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Staying Healthy And Balanced As You Age

It's a fact of life, and a fact of aging, that once we celebrate our 30th birthday our balance begins to decline. As we continue to age, that lack of balance can be potentially harmful as it can result in trips and falls.

In individuals over the age of 65, broken hips and injuries from falls constitute a majority of the hospitalizations that occur. The Centers for Disease Control and Prevention reported that in 2010, there were 2.3 million older adults that were treated in the emergency room for injuries suffered in a fall. Because of the frequency of falls and the health consequences that can potentially arise, they are as serious to older individuals as heart attacks and strokes.

Elderly individuals, or those suffering from balance issues benefit from having a medical alert device. If they suffer a fall and cannot get to a telephone, or live alone, they can push a button to summon assistance. A medical alert device offers peace of mind to the elderly individual and to the family that may not be able to be there all of the time. These devices are helpful for almost anyone, regardless of age, dealing with not only balance issues, but with other health concerns as well.

There are ways many factors that can lead to balance issues and they include:

  • How well your brain relays messages from your sensory system to your muscles and how quickly your body responds. These are neural communication issues.
  • You may be suffering musculoskeletal issues resulting from your bone health and your muscle mass.
  • If you have any inner ear or vision issues this could lead to imbalance issues as well.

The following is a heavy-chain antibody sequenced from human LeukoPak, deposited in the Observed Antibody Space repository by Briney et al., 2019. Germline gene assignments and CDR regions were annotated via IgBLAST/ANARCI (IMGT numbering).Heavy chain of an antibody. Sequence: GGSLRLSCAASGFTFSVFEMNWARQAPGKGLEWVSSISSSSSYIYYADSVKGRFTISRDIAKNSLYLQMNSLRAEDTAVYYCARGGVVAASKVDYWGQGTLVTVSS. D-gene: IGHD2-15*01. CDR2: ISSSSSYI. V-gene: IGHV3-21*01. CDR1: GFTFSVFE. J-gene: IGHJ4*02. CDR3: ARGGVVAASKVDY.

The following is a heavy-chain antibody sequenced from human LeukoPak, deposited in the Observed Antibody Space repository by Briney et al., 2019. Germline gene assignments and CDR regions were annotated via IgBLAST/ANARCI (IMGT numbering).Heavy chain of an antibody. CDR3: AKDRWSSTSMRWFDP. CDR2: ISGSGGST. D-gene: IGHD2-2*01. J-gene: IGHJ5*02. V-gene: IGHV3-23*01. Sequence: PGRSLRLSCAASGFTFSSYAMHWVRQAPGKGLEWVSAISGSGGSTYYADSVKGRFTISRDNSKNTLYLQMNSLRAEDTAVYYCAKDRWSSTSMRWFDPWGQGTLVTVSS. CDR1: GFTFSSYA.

If you’re experiencing any of these issues, there are steps you can take and it may begin with a trip to your physician. Some items to be proactive about include:

  • Talk with your physician about your balance issues and also about the medications you’re taking. Medications may either interact with one another or cause an issue or the medication itself may lead to imbalance.
  • See an eye doctor and have your vision checked. If your eyeglass prescription is off or if you are having an issue with your vision it could impact your balance.
  • You may need to visit an orthopedist for an evaluation of your gait, balance, joint function and overall muscle strength. There is a possibility that you’re simply out of shape and strength training and other exercises may help improve your balance and stability.

What else can you do to help restore your balance? Here are some exercises that may help (don’t start any kind of exercise regiment without first checking with your doctor:

  • Walking. This is a simple exercise that anyone, in almost any state of fitness can undertake. When you consider that with every step we are “throwing our bodies out of balance” and then “getting back in balance with the next step” this is a perfect way to regain balance and get fit at the same time!
  • This stance, called the stork, may resemble a yoga pose. To do the stork, stand next to a counter (in case you need to stabilize yourself) lift one leg and let go of the counter. Try to do this until you can easily balance with your eyes open and without swaying as you stand. Once you have mastered this, try to do the same with your eyes closed for 22 seconds. Individuals with good balance should be able to perform this task, you may just have to work your way up to the 22 second stance.
  • Riding a bicycle is another great way to enhance your stability and strengthen your muscles.
  • Balance is enhanced if you have a strong central core. One way to build your core strength is by doing wall squats. You can do this by standing with your back against a wall, with your feet about two feet away from it. Slide down the wall until you are almost in a seated position, hold for ten seconds, and then slide back up. Working your way up to being able to hold the squat for two minutes will help build your core strength.
  • Other ways to improve your strength are as simple as, not wearing your reading glasses when you’re walking around; reading glasses can impact your depth perception.
  • Wear shoes with thinner soles as thick-soled shoes prevent your feel from being able to feel the terrain beneath them. Additionally, stay away from high-heeled shoes if you are having balance issues.
  • Check with your doctor and even your local senior center for activities that are senior-friendly.